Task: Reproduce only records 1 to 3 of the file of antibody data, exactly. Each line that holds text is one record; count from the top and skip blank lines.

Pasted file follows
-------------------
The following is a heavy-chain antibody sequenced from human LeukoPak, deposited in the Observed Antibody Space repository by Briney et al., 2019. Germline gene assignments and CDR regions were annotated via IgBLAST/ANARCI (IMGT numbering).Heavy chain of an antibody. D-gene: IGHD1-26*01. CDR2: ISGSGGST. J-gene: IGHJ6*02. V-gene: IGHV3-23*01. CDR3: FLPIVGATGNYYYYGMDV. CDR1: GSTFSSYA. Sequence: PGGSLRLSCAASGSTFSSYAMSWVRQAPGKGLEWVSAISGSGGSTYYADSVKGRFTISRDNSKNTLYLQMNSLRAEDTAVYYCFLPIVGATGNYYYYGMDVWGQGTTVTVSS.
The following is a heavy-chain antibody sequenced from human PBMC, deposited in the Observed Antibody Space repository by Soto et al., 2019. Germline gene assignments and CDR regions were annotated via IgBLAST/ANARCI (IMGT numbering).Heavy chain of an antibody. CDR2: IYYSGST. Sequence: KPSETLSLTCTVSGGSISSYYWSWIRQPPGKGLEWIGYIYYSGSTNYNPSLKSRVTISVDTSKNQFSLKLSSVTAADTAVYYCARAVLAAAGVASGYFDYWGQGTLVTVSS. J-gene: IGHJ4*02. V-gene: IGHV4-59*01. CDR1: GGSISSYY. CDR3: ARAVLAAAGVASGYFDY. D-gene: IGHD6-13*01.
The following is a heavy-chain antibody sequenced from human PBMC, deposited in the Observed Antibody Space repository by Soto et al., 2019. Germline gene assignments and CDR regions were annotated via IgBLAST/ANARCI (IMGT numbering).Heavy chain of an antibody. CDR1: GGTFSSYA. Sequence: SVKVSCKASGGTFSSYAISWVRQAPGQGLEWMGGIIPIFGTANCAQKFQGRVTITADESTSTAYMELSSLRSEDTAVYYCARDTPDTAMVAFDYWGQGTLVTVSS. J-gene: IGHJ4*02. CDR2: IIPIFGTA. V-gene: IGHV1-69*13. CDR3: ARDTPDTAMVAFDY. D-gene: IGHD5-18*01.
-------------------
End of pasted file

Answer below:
The following is a heavy-chain antibody sequenced from human LeukoPak, deposited in the Observed Antibody Space repository by Briney et al., 2019. Germline gene assignments and CDR regions were annotated via IgBLAST/ANARCI (IMGT numbering).Heavy chain of an antibody. D-gene: IGHD1-26*01. CDR2: ISGSGGST. J-gene: IGHJ6*02. V-gene: IGHV3-23*01. CDR3: FLPIVGATGNYYYYGMDV. CDR1: GSTFSSYA. Sequence: PGGSLRLSCAASGSTFSSYAMSWVRQAPGKGLEWVSAISGSGGSTYYADSVKGRFTISRDNSKNTLYLQMNSLRAEDTAVYYCFLPIVGATGNYYYYGMDVWGQGTTVTVSS.
The following is a heavy-chain antibody sequenced from human PBMC, deposited in the Observed Antibody Space repository by Soto et al., 2019. Germline gene assignments and CDR regions were annotated via IgBLAST/ANARCI (IMGT numbering).Heavy chain of an antibody. CDR2: IYYSGST. Sequence: KPSETLSLTCTVSGGSISSYYWSWIRQPPGKGLEWIGYIYYSGSTNYNPSLKSRVTISVDTSKNQFSLKLSSVTAADTAVYYCARAVLAAAGVASGYFDYWGQGTLVTVSS. J-gene: IGHJ4*02. V-gene: IGHV4-59*01. CDR1: GGSISSYY. CDR3: ARAVLAAAGVASGYFDY. D-gene: IGHD6-13*01.
The following is a heavy-chain antibody sequenced from human PBMC, deposited in the Observed Antibody Space repository by Soto et al., 2019. Germline gene assignments and CDR regions were annotated via IgBLAST/ANARCI (IMGT numbering).Heavy chain of an antibody. CDR1: GGTFSSYA. Sequence: SVKVSCKASGGTFSSYAISWVRQAPGQGLEWMGGIIPIFGTANCAQKFQGRVTITADESTSTAYMELSSLRSEDTAVYYCARDTPDTAMVAFDYWGQGTLVTVSS. J-gene: IGHJ4*02. CDR2: IIPIFGTA. V-gene: IGHV1-69*13. CDR3: ARDTPDTAMVAFDY. D-gene: IGHD5-18*01.